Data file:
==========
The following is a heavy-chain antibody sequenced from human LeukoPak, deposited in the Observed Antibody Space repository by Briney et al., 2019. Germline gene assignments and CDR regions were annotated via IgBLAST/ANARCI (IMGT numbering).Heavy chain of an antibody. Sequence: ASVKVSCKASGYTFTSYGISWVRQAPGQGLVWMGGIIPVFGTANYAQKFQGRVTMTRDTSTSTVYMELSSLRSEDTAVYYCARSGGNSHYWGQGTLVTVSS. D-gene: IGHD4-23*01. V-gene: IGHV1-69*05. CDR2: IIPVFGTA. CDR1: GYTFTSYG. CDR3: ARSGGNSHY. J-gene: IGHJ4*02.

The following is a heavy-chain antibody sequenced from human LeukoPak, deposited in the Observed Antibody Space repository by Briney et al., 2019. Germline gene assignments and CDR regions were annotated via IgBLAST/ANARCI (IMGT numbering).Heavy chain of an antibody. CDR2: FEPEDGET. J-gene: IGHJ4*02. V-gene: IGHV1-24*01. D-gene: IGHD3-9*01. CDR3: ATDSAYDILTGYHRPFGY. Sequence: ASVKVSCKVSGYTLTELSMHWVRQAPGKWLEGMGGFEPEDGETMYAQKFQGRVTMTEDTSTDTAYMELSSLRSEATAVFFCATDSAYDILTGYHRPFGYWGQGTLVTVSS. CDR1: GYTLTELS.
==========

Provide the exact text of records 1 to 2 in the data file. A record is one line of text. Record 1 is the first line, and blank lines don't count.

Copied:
The following is a heavy-chain antibody sequenced from human LeukoPak, deposited in the Observed Antibody Space repository by Briney et al., 2019. Germline gene assignments and CDR regions were annotated via IgBLAST/ANARCI (IMGT numbering).Heavy chain of an antibody. Sequence: ASVKVSCKASGYTFTSYGISWVRQAPGQGLVWMGGIIPVFGTANYAQKFQGRVTMTRDTSTSTVYMELSSLRSEDTAVYYCARSGGNSHYWGQGTLVTVSS. D-gene: IGHD4-23*01. V-gene: IGHV1-69*05. CDR2: IIPVFGTA. CDR1: GYTFTSYG. CDR3: ARSGGNSHY. J-gene: IGHJ4*02.

The following is a heavy-chain antibody sequenced from human LeukoPak, deposited in the Observed Antibody Space repository by Briney et al., 2019. Germline gene assignments and CDR regions were annotated via IgBLAST/ANARCI (IMGT numbering).Heavy chain of an antibody. CDR2: FEPEDGET. J-gene: IGHJ4*02. V-gene: IGHV1-24*01. D-gene: IGHD3-9*01. CDR3: ATDSAYDILTGYHRPFGY. Sequence: ASVKVSCKVSGYTLTELSMHWVRQAPGKWLEGMGGFEPEDGETMYAQKFQGRVTMTEDTSTDTAYMELSSLRSEATAVFFCATDSAYDILTGYHRPFGYWGQGTLVTVSS. CDR1: GYTLTELS.